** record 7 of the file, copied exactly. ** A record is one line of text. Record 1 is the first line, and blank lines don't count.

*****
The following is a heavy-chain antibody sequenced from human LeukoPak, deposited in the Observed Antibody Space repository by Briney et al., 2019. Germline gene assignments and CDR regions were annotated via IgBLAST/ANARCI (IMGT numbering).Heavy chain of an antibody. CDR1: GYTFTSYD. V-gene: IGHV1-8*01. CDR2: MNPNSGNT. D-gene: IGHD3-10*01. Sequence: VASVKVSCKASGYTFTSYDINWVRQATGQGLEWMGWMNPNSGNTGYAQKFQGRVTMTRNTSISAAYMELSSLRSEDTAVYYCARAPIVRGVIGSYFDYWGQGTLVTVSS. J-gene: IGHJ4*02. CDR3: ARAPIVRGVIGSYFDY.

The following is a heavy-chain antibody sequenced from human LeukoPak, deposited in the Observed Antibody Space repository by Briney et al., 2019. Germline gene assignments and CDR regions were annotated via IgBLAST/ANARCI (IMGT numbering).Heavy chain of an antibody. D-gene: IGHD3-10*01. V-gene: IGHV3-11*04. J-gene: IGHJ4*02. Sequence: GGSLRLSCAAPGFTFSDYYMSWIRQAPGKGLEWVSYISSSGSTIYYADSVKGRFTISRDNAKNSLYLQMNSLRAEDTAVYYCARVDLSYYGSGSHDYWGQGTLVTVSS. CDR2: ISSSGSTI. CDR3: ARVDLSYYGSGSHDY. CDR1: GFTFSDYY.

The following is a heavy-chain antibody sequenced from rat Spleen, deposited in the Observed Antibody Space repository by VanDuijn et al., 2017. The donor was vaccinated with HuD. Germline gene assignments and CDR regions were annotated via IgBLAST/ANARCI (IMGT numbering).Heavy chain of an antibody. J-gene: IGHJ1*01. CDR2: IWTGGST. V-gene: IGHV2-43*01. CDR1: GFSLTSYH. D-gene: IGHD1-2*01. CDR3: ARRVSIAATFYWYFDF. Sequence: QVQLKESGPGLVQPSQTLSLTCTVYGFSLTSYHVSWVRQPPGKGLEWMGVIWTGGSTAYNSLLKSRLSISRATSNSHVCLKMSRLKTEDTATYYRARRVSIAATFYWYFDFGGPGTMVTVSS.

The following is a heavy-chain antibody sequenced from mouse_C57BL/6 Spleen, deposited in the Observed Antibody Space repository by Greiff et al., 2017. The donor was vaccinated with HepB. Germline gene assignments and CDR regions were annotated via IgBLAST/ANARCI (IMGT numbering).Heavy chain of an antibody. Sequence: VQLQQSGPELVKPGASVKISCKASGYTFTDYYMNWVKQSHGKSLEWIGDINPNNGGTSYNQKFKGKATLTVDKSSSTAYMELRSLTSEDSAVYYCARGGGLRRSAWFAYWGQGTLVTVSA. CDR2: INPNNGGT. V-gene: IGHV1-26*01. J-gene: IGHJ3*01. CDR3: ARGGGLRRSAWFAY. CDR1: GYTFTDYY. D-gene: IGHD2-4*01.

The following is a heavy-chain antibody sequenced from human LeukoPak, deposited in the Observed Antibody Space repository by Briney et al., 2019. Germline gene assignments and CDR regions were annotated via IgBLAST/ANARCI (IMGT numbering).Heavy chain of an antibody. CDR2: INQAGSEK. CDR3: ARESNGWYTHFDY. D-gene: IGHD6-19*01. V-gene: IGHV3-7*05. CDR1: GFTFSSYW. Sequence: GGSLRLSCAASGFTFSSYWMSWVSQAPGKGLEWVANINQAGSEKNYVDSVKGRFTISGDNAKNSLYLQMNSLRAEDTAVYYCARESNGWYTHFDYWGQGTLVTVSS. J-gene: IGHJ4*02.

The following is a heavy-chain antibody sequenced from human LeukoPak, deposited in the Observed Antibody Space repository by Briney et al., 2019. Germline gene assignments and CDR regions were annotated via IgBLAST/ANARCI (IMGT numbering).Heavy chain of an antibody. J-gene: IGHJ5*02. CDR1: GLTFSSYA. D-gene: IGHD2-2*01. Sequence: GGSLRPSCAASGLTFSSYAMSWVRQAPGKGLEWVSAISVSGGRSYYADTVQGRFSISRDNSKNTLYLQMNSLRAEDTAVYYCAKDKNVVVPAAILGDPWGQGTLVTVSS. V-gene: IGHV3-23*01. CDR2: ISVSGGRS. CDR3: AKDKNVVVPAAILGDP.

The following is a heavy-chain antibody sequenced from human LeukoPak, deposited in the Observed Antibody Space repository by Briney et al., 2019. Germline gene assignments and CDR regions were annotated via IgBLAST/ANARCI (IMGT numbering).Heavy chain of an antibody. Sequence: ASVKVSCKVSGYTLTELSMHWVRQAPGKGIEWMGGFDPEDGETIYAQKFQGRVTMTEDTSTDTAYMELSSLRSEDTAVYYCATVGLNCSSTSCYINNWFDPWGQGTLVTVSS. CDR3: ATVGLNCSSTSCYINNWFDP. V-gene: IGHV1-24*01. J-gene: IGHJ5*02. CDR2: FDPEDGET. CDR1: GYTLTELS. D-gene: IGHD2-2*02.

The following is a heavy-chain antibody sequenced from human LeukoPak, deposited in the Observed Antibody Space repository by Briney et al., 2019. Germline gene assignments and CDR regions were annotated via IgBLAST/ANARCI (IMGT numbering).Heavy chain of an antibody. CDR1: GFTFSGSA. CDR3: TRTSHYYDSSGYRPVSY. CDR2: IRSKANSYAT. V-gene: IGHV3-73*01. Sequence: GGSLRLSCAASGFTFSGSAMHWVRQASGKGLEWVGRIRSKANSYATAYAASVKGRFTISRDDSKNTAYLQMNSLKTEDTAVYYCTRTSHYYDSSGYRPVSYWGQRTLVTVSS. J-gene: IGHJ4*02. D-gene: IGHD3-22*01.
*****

The following is a heavy-chain antibody sequenced from human LeukoPak, deposited in the Observed Antibody Space repository by Briney et al., 2019. Germline gene assignments and CDR regions were annotated via IgBLAST/ANARCI (IMGT numbering).Heavy chain of an antibody. Sequence: ASVKVSCKVSGYTLTELSMHWVRQAPGKGIEWMGGFDPEDGETIYAQKFQGRVTMTEDTSTDTAYMELSSLRSEDTAVYYCATVGLNCSSTSCYINNWFDPWGQGTLVTVSS. CDR3: ATVGLNCSSTSCYINNWFDP. V-gene: IGHV1-24*01. J-gene: IGHJ5*02. CDR2: FDPEDGET. CDR1: GYTLTELS. D-gene: IGHD2-2*02.